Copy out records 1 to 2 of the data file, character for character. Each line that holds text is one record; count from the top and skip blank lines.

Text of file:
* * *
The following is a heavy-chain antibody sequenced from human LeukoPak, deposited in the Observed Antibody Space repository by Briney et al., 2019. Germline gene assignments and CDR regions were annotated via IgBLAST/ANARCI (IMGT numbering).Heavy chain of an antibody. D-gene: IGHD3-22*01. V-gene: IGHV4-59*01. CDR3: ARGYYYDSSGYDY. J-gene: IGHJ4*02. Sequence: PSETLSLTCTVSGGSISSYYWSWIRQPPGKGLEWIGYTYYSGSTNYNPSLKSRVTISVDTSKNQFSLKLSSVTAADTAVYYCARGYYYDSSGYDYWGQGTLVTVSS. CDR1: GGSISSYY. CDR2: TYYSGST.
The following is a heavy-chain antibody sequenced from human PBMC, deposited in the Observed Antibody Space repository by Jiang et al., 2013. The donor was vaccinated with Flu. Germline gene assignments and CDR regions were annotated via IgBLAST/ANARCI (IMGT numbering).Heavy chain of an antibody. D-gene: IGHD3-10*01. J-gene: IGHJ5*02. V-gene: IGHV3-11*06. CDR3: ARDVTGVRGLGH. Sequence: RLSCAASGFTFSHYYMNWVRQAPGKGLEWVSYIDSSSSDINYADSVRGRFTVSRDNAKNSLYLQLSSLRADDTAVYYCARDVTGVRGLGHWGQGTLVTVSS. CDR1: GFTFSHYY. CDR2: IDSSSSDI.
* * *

The following is a heavy-chain antibody sequenced from human LeukoPak, deposited in the Observed Antibody Space repository by Briney et al., 2019. Germline gene assignments and CDR regions were annotated via IgBLAST/ANARCI (IMGT numbering).Heavy chain of an antibody. D-gene: IGHD3-22*01. V-gene: IGHV4-59*01. CDR3: ARGYYYDSSGYDY. J-gene: IGHJ4*02. Sequence: PSETLSLTCTVSGGSISSYYWSWIRQPPGKGLEWIGYTYYSGSTNYNPSLKSRVTISVDTSKNQFSLKLSSVTAADTAVYYCARGYYYDSSGYDYWGQGTLVTVSS. CDR1: GGSISSYY. CDR2: TYYSGST.
The following is a heavy-chain antibody sequenced from human PBMC, deposited in the Observed Antibody Space repository by Jiang et al., 2013. The donor was vaccinated with Flu. Germline gene assignments and CDR regions were annotated via IgBLAST/ANARCI (IMGT numbering).Heavy chain of an antibody. D-gene: IGHD3-10*01. J-gene: IGHJ5*02. V-gene: IGHV3-11*06. CDR3: ARDVTGVRGLGH. Sequence: RLSCAASGFTFSHYYMNWVRQAPGKGLEWVSYIDSSSSDINYADSVRGRFTVSRDNAKNSLYLQLSSLRADDTAVYYCARDVTGVRGLGHWGQGTLVTVSS. CDR1: GFTFSHYY. CDR2: IDSSSSDI.